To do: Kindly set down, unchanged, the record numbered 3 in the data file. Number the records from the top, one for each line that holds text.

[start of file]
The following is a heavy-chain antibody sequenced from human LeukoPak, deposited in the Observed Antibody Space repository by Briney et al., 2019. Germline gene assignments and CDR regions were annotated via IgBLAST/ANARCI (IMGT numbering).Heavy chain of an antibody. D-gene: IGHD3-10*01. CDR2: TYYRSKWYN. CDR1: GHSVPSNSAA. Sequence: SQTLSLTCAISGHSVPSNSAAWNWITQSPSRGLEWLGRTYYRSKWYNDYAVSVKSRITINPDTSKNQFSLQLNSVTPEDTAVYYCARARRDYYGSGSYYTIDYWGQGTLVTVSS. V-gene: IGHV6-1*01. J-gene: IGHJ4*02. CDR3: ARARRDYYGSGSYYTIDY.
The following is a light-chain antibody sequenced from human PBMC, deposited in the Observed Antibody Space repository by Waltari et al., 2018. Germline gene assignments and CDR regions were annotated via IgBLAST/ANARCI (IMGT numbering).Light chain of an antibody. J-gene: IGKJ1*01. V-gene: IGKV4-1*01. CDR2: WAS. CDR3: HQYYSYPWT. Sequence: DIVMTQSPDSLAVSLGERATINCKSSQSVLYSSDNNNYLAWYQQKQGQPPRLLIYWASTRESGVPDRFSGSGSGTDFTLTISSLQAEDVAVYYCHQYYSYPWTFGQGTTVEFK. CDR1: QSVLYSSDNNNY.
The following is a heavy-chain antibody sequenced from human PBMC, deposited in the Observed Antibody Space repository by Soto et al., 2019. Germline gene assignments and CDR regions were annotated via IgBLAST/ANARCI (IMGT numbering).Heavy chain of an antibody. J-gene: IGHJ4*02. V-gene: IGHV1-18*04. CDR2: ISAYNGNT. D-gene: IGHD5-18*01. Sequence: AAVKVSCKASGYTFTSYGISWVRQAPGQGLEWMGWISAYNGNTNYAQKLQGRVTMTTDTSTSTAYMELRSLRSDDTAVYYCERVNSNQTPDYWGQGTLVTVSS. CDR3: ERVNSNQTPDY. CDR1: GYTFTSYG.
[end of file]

The following is a heavy-chain antibody sequenced from human PBMC, deposited in the Observed Antibody Space repository by Soto et al., 2019. Germline gene assignments and CDR regions were annotated via IgBLAST/ANARCI (IMGT numbering).Heavy chain of an antibody. J-gene: IGHJ4*02. V-gene: IGHV1-18*04. CDR2: ISAYNGNT. D-gene: IGHD5-18*01. Sequence: AAVKVSCKASGYTFTSYGISWVRQAPGQGLEWMGWISAYNGNTNYAQKLQGRVTMTTDTSTSTAYMELRSLRSDDTAVYYCERVNSNQTPDYWGQGTLVTVSS. CDR3: ERVNSNQTPDY. CDR1: GYTFTSYG.